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Simple data from history and physical examination help to exclude bowel obstruction and to avoid radiographic studies in patients with acute abdominal pain.
Bohner H, Yang Q, Franke C, Verreet PR, Ohmann C.
Department of General Surgery and Traumatology, Heinrich-Heine-Universitat, Dusseldorf, Germany.
OBJECTIVE: To assess the value of plain abdominal radiographs and of data from the medical history and physical examination in the diagnosis of acute abdominal pain in general and of bowel obstruction in particular. DESIGN: Prospective study. SETTING: 4 university and 2 community hospitals, Germany. SUBJECTS: 1254 patients with acute abdominal pain lasting less than 7 days, and with no history of abdominal injury including surgery. INTERVENTIONS: Standardised and structured medical history and physical examination, study of results of plain abdominal radiographs. MAIN OUTCOME MEASURES: Positive predictive value and sensitivity of clinical variables and abdominal film with respect to the diagnosis at discharge. RESULTS: 48 patients (3.8%) had bowel obstruction. 704 patients (56.1%) had plain abdominal films taken at the time of initial presentation. 111 studies (15.8%) showed important findings leading to diagnosis or immediate treatment, 455 (64.7%) showed unimportant or no findings. In 138 (19.6%) results of films were not reported. 16 of 45 single variables were of help in diagnosing bowel obstruction. The six with the highest sensitivity were distended abdomen, increased bowel sounds, history of constipation, previous abdominal surgery, age over 50, and vomiting. If only patients presenting with any two of these symptoms had had radiographs taken, 300 (42.6%) could have been avoided without loss in diagnostic accuracy. CONCLUSION: A considerable number of plain abdominal films taken for patients with acute abdominal pain could be avoided by focusing on clinical variables relevant to the diagnosis of bowel obstruction.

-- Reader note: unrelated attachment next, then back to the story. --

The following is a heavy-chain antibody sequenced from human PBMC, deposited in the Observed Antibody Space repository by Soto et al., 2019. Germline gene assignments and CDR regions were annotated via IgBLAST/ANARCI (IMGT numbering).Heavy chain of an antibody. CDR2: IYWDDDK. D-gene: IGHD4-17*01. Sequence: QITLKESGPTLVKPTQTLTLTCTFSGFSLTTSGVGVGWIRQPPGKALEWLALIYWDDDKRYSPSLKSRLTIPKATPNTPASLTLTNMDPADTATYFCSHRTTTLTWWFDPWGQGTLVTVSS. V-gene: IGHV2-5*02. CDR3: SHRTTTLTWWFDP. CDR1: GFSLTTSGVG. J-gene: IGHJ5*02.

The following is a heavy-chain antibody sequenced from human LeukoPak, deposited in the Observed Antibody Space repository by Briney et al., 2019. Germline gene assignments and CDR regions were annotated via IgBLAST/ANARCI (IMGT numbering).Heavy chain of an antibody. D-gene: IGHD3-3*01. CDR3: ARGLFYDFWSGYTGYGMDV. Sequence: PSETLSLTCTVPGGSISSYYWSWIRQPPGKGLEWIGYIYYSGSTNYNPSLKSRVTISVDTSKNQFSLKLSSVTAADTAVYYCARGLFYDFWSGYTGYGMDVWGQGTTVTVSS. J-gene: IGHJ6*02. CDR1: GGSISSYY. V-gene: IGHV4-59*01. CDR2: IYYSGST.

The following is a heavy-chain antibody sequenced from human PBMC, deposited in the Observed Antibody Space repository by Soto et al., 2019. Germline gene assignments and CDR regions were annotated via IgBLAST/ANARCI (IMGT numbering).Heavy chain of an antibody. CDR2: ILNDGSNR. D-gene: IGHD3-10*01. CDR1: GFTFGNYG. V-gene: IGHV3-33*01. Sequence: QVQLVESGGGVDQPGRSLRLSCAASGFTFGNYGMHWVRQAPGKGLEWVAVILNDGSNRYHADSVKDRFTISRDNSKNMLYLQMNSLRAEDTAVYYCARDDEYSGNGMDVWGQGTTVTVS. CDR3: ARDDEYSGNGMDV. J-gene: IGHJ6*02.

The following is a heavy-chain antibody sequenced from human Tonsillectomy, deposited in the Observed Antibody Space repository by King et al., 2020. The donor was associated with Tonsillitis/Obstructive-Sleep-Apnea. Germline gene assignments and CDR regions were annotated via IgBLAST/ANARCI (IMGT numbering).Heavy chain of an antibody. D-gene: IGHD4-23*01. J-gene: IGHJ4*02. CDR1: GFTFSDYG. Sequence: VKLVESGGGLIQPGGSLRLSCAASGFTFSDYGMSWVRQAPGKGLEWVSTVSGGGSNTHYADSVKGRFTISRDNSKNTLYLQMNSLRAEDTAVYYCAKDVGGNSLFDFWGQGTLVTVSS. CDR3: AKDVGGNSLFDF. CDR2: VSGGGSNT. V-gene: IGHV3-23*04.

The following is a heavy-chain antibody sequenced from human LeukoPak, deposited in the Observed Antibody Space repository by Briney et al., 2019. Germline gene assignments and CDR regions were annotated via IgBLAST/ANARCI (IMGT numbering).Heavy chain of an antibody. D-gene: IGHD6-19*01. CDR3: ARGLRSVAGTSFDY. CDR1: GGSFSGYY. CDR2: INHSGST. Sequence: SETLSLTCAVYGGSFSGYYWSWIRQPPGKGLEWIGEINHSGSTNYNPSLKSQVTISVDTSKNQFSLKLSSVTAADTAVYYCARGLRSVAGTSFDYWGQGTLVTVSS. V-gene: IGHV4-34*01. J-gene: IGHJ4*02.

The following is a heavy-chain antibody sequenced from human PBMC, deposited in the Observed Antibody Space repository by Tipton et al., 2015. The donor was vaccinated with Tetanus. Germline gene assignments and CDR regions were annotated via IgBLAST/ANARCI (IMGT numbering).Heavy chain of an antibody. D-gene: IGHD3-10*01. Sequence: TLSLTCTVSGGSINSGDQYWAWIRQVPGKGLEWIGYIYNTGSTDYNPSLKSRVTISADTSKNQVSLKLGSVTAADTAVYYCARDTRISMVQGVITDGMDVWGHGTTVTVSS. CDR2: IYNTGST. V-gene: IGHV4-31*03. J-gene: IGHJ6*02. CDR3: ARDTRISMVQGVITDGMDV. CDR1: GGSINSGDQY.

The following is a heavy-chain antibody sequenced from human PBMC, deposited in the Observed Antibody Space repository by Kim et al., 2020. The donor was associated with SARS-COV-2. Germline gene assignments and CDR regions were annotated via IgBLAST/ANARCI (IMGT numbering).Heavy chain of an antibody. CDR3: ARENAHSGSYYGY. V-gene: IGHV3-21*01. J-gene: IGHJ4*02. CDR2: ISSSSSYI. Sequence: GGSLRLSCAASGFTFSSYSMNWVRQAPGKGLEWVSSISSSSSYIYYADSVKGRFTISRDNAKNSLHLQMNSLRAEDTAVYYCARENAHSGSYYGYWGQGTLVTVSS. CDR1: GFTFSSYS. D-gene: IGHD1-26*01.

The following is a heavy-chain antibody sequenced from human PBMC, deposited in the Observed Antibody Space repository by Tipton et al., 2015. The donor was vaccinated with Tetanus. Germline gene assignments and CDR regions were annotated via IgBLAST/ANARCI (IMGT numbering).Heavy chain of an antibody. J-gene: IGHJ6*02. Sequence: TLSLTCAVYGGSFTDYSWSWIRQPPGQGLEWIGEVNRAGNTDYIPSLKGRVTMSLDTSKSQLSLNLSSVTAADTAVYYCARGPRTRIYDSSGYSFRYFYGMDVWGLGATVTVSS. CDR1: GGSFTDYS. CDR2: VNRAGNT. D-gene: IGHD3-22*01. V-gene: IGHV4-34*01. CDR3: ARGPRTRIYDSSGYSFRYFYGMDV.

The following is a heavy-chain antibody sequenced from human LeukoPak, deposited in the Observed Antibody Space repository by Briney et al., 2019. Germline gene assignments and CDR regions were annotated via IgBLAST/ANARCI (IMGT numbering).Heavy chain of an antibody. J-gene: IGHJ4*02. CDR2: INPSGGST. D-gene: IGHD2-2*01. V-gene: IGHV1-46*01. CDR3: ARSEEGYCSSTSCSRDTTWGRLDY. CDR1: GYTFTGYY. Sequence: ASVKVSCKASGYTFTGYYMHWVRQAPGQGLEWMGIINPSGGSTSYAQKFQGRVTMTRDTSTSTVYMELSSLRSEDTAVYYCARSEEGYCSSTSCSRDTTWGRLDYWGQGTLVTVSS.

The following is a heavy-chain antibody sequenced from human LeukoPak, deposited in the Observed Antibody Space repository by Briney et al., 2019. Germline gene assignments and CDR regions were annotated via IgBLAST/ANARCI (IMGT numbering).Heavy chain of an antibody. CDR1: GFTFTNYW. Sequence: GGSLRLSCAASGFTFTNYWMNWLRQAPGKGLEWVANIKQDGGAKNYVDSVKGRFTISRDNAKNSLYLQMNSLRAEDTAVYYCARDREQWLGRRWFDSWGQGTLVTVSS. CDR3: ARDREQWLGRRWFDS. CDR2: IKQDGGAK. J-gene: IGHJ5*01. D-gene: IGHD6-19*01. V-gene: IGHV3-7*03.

PMID: 9840308 [PubMed - indexed for MEDLINE]